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Re^4: Perl Object Initilization

by armstd (Friar)
on Jun 10, 2011 at 17:36 UTC ( #909167=note: print w/ replies, xml ) Need Help??


in reply to Re^3: Perl Object Initilization
in thread Perl Object Initilization

Hmm, well maybe I'm just in violent agreement with the "partial initialization" camp here. I'm just more partial to less initialization. :)

I use a simple constructor, inherited by every package. It accepts random name-value pairs as arguments, stores them internally, and returns a blessed object. Nothing more. Usually "id" and reftype are all my objects need up front. I don't use anything like a UNIVERSAL::new(), because that implies too many assumptions about third party code operating in my ecosystem. My constructor does get inherited by all of my classes though, to deliver a consistent construction behavior and common method call syntax throughout my frameworks.

I don't presume in my constructor to know how the objects will be used in their lifetime. The only valid assumption in my use model is that construction has been requested. When a method gets called that requires initialization, then apparently a use model requiring initialization is being used, so initialization gets done then.

I've worked with abstracting SCM systems quite a bit like ClearCase and Perforce. In many cases, an object representing a file or version may not need to be initialized with the attributes from the database in order to be able to request the SCM system do something interesting or useful with that file. Self-identification is sufficient. Other custom integration operations in user space will want more inforamtion from the database in order to complete their task, and will trigger initialization.

One issue I used to have with having a half/half approach was inconsistency in maintenance. When developers saw initialization happening in the constructor, it was easy to just dump more stuff in there, slowing everything down. When there is "no" constructor available for initialization, and every method becomes responsible for whatever initialization it needs to operate properly, it's easier to maintain a consistent level of performance imo. Never doing more work than required at any point during execution.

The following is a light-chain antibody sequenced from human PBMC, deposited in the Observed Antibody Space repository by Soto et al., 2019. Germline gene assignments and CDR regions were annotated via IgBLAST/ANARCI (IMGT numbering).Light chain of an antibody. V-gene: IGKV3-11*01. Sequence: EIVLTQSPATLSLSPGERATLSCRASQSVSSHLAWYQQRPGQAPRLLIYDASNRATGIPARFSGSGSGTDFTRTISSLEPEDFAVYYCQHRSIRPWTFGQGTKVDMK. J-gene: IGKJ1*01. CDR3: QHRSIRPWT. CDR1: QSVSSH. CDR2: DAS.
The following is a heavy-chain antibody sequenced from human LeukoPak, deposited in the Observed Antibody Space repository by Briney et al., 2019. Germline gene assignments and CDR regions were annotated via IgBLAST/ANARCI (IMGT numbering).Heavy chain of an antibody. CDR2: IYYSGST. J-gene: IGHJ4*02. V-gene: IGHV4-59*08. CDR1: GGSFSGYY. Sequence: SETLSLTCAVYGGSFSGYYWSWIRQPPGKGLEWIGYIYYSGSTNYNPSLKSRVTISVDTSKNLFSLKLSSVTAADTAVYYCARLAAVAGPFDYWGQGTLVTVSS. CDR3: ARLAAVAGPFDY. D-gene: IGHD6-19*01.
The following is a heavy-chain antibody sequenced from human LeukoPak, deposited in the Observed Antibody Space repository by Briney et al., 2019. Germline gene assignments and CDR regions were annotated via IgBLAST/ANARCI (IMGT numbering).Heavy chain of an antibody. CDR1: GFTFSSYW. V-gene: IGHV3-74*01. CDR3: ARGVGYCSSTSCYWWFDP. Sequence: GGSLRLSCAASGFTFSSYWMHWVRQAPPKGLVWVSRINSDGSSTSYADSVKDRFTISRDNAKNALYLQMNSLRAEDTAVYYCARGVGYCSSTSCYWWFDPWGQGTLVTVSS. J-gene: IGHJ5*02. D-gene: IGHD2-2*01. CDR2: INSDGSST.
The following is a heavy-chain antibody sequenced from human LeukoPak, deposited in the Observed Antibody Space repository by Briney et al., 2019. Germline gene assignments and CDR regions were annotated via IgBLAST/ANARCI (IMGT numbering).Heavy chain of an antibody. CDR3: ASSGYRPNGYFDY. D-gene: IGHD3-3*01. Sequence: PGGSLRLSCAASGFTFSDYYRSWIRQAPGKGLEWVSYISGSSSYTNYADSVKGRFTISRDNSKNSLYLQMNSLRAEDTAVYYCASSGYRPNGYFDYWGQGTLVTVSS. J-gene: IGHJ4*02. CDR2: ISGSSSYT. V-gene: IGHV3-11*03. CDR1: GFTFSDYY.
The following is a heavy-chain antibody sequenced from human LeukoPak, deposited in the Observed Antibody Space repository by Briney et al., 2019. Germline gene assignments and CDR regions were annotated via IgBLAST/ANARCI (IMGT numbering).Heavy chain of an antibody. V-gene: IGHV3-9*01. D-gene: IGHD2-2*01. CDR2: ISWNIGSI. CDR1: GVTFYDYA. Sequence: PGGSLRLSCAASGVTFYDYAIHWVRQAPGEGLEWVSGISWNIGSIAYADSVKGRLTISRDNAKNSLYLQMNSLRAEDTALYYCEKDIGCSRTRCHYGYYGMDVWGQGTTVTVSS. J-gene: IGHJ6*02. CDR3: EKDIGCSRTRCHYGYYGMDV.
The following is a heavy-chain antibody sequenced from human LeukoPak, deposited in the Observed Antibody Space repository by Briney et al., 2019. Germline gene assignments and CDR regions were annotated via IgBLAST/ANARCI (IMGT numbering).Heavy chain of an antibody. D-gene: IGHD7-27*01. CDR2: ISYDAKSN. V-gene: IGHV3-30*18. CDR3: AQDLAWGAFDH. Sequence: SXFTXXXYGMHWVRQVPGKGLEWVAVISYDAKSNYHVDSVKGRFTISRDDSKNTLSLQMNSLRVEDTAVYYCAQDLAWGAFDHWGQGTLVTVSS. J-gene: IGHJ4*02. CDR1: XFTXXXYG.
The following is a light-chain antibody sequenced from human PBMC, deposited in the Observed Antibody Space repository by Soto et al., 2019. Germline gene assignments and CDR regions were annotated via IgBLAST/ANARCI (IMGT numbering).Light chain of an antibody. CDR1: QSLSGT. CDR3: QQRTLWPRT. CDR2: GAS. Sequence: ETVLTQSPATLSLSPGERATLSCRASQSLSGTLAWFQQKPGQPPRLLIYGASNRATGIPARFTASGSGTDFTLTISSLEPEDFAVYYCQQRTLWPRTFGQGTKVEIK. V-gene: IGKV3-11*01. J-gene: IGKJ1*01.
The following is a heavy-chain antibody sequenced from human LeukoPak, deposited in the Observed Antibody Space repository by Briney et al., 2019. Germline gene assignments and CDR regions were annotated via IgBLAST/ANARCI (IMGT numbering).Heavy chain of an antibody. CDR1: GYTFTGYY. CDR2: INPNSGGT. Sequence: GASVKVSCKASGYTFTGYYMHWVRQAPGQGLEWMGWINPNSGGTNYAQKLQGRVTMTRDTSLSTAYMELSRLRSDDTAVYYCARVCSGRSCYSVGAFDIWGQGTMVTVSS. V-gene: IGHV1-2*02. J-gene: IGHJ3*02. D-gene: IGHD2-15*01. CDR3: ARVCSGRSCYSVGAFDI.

It's absolutely preferable not to even construct objects that won't be used, but its hard to call methods on things that don't exist. Sufficiently abstracted frameworks cannot always make assumptions about use models.

--Dave


Comment on Re^4: Perl Object Initilization
Re^5: Perl Object Initilization
by BrowserUk (Pope) on Jun 10, 2011 at 21:54 UTC
    My constructor does get inherited by all of my classes though, to deliver a consistent construction behavior and common method call syntax throughout my frameworks.

    Neither of those "benefits" comes as a result of your "simple, inherited constructor". You get them for free regardless. I think any further expression of my scepticism is redundant.

    It's OO Jim, but not as we know it :)


    Examine what is said, not who speaks -- Silence betokens consent -- Love the truth but pardon error.
    "Science is about questioning the status quo. Questioning authority".
    In the absence of evidence, opinion is indistinguishable from prejudice.
      Neither of those "benefits" comes as a result of your "simple, inherited constructor". You get them for free regardless. I think any further expression of my scepticism is redundant.

      Well no, you don't get name/value pair argument handling for free. No, you don't get consistent internal object structure for free.

      Really have no idea what you're talking about getting for free. Perl is work, man. Only thing that makes a difference is designing where the work gets done.

      --Dave

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